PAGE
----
By Stephen McKinley
Around Ireland, people have responded in many ways to the tragedy of the World Trade Center. In Donegal, the Tirconnaill Tribune newspaper printed an opinion piece from a former Ramelton resident, the American writer Dale Ludwig.
Writing an open letter to his former neighbors in County Donegal, he said: “the mental aftershock still lingers. Something else lingers as well. People all around here seem to feel it. A closeness. Hardly any horns blowing. People seem mentally connected with one another. It takes me back to Ramelton, to the Bridge Bar, to the Mall, to Whoriskey’s Market — not so much the buildings as to the people we connected with.”
Meanwhile, the most Rev. Philip Boyce, bishop of Raphoe, described the events of last Tuesday in the United States as “a dark day in the history of humanity and a terrible affront to human dignity.”
The World Trade Center tragedy penetrated Fermanagh’s vale of tranquility, too. A former Fermanagh resident, Father Sean McManus, lives in Washington, D.C., and told the Fermanagh Herald: “I think there will be swift and terrible retaliation and this is the problem with the cycle of violence. No American is cowed by this; it does in fact the very opposite, and, of course, if America takes terrible retaliation, there will be further counter-retaliation. I hope to God it doesn’t get out of hand.”
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Several other Fermanagh people were witnesses to the attacks in New York City, like Paul Maguire, from Ballyreagh, Tempo.
Paul actually saw the first plane crash into the World Trade Center’s north tower.
From Tempo, his mother said that Paul was a construction worker in a tall building several miles from the twin towers.
He had turned to a work colleague remarking on the low-flying plane when it crashed.
DARK DAYS FOR IRISH TOURISM
In Waterford, readers of the Munster Express were gripped by the eyewitness account of the tragedy written by Kalle Ryan, a 26-year-old immigrant from Viewmount. This week he wrote about how the city of New York was coping.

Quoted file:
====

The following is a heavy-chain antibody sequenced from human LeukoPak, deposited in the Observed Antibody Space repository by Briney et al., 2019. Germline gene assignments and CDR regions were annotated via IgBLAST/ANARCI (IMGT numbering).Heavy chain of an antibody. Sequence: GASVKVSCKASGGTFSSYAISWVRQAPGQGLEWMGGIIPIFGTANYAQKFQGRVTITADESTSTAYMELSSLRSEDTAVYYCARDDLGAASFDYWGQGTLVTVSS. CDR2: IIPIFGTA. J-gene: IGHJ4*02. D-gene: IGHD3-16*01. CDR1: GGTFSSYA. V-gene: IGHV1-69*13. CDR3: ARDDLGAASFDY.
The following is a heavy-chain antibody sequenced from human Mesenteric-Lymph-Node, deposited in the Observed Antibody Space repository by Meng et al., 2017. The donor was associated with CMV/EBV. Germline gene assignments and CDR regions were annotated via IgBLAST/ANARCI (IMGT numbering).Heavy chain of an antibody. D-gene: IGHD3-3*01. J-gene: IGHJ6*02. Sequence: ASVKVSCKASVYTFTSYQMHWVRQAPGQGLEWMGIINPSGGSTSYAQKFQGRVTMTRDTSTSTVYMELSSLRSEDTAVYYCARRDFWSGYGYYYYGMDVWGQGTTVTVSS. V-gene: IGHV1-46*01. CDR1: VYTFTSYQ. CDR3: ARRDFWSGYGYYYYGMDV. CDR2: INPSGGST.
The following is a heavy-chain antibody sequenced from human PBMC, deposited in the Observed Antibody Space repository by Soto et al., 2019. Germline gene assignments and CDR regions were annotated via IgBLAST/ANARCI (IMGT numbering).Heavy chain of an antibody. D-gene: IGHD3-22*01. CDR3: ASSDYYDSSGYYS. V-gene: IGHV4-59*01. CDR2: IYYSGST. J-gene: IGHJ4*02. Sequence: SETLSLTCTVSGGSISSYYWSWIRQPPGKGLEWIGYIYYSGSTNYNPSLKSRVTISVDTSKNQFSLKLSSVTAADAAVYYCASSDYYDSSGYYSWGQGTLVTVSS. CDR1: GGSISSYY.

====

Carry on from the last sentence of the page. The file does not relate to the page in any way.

“These are dark days we are living through, of that much I am certain, but if anyone can come back after a catastrophe such as this, then it has to be New York,” he wrote. “Tough times are still ahead, but I put my faith in New York being reborn even brighter and better than before, for the majesty of New York is unparalleled in the world.”
The Munster Express also reports on the effect of the WTC attacks on tourism to Ireland. According to South East Tourism’s Head of Marketing and Development, Gary Breen, the impact has been massive already — cancellations from the U.S. have been almost total in the past week. Breen added that the region was highly dependent on tourism, as the Waterford Crystal factory made it an attractive destination.
Based on the Gulf War experience, the tourism trade takes years to rebound, Breen said.
In Lisburn, Eleina McKeown is anxiously waiting for news of her friend Aldo, a New Jersey firefighter whom she believes may have been caught up in the World Trade Center tragedy.
She met him while working in New Jersey this summer. McKeown was also among the last tourists to have visited the World Trade Center. She had taken the elevator up to the top at around 9:30 p.m. on the evening of Sunday, Sept. 9.
McKeown left for home on Monday and learned of the attacks Tuesday afternoon.
A Cork woman, Rosemary O’Sullivan, has had to cope with pondering the fact that she worked in the twin towers, and almost certainly would still work there, had she not recently moved back to Ireland with her husband, Noel.
O’Sulliven was an employee with the Fiduciary Investment company, and vividly remembers the 1993 bombing. In this much greater tragedy, 85 of her former colleagues are missing and two of her former bosses are confirmed dead.
“I do feel very lucky. I have to say I do,” Rosemary told Inside Cork.
Also in Cork, the corporation that runs the city organized a car-free day last weekend. The Cork Energy Agency also helped with the initiative, which started in France in 1997 and has spread throughout Europe ever since.
The initiative will encourage the public to walk or cycle, or make use of public transport.
The Clare Champion, in the news business since 1903, was one of several newspapers which followed the Irish Times’ lead and did not publish on the National Day of Mourning.